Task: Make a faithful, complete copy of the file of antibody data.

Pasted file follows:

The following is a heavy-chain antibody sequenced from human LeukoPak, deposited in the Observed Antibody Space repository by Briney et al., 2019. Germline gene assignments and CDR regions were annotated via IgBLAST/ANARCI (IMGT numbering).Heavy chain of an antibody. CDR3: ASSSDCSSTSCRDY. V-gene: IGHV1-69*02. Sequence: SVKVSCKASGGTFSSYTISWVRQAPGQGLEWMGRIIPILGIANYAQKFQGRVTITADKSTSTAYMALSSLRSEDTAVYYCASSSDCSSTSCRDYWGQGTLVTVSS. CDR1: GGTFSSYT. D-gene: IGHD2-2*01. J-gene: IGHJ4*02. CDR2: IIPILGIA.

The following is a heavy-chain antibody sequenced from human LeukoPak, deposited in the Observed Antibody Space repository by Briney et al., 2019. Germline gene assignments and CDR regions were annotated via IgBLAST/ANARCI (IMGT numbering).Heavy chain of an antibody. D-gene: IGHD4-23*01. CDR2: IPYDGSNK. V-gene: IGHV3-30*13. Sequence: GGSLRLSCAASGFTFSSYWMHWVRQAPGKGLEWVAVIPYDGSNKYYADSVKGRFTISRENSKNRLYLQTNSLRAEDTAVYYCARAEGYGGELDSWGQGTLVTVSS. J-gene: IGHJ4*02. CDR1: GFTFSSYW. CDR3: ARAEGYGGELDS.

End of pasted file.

The following is a heavy-chain antibody sequenced from human LeukoPak, deposited in the Observed Antibody Space repository by Briney et al., 2019. Germline gene assignments and CDR regions were annotated via IgBLAST/ANARCI (IMGT numbering).Heavy chain of an antibody. CDR3: ASSSDCSSTSCRDY. V-gene: IGHV1-69*02. Sequence: SVKVSCKASGGTFSSYTISWVRQAPGQGLEWMGRIIPILGIANYAQKFQGRVTITADKSTSTAYMALSSLRSEDTAVYYCASSSDCSSTSCRDYWGQGTLVTVSS. CDR1: GGTFSSYT. D-gene: IGHD2-2*01. J-gene: IGHJ4*02. CDR2: IIPILGIA.

The following is a heavy-chain antibody sequenced from human LeukoPak, deposited in the Observed Antibody Space repository by Briney et al., 2019. Germline gene assignments and CDR regions were annotated via IgBLAST/ANARCI (IMGT numbering).Heavy chain of an antibody. D-gene: IGHD4-23*01. CDR2: IPYDGSNK. V-gene: IGHV3-30*13. Sequence: GGSLRLSCAASGFTFSSYWMHWVRQAPGKGLEWVAVIPYDGSNKYYADSVKGRFTISRENSKNRLYLQTNSLRAEDTAVYYCARAEGYGGELDSWGQGTLVTVSS. J-gene: IGHJ4*02. CDR1: GFTFSSYW. CDR3: ARAEGYGGELDS.